No one seems to know why workers’ paychecks aren’t getting much bigger even as the economy generates lots of jobs each month and the unemployment rate has fallen to its lowest level in seven years.
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That vexing question will almost certainly be asked again on Friday when the July jobs report is released and the numbers once again show a healthy amount of new jobs and another decline in the headline unemployment rate.
Analysts are predicting the U.S. added 237,000 new jobs last month, up from 223,000 a month earlier, and that the unemployment rate will dip to 5.2%, down from 5.3% in June.
Average hourly earnings, a once fairly obscure but now all-important economic barometer, are forecast to have risen 0.3% over the prior month, not great but an increase over the 0.1% gain seen between May and June.
The question perplexing analysts, economists and workers is why aren’t wages rising much faster.
“This is a genuine puzzle since the last three times unemployment fell to this level, wages responded predictably, with wage growth steadily moving towards 4%,” said David Kelly, chief global strategist at JPMorgan Funds.
Stubbornly weak wage growth has emerged as a central issue for Federal Reserve policy makers as they mull the timing of the first rate hike in nearly a decade.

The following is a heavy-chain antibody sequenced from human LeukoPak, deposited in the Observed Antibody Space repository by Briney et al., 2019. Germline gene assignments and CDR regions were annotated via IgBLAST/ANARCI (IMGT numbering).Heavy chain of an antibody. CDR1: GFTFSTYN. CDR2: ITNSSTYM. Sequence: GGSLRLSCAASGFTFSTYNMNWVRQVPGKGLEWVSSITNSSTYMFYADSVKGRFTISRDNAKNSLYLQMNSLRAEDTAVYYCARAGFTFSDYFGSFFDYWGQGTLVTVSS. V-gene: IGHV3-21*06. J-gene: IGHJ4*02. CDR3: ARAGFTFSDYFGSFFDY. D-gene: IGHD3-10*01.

Central bankers have vowed not to raise rates and make borrowing more expensive for consumers and businesses until the Fed has achieved its dual mandate of full employment and price stability, which it defines respectively as an unemployment rate of 5.2%-5.6% and an annual inflation rate of around 2%.
While labor markets have strengthened bringing the unemployment rate to within the Fed’s target range, lack of wage growth has kept inflation well below the Fed’s desired rate.
The Fed is widely believed to be prepping markets for a September liftoff following a spate of positive economic reports early in the second half of the year, not least a sharp upward revision in first quarter GDP that showed the economy expanded early this year instead of contracted which was initially reported.
But an unusually weak workers’ compensation report released last week raised the prospect that the Fed might have to delay a rate hike until later this year or early next year for fear of raising borrowing costs while workers’ wages remained flat. The employment cost index, which measures wages and benefits such as health care, rose just 0.2% for the three months ended in June, well below the 0.6% that had been forecast and cutting the year-over-year increase from 2.4% to 2.0%.
Kelly suggested an array of reasons for why wages have been stuck in neutral for months, including the complex methods by which wage growth is measured, the migration of well-paid baby boomers out of the workforce, and employers’ reluctance to offer higher pay to workers who have been unemployed for long periods of time.
In the end, Kelly concluded that the lack of wage growth may be an unwanted consequence of uncertainty regarding economic momentum moving forward.
“While the unemployment rate, at 5.3%, is well below its average levels of the past 50 years, neither workers nor businesses seem particularly optimistic about growth prospects. This may make businesses reluctant to pay up for scarce labor and workers reluctant to demand higher pay,” he said.
Also Friday, economists will be looking at the hard hit energy sector to see whether significant layoffs at energy-related companies in the wake of a sharp decline in oil prices had an impact on the national level.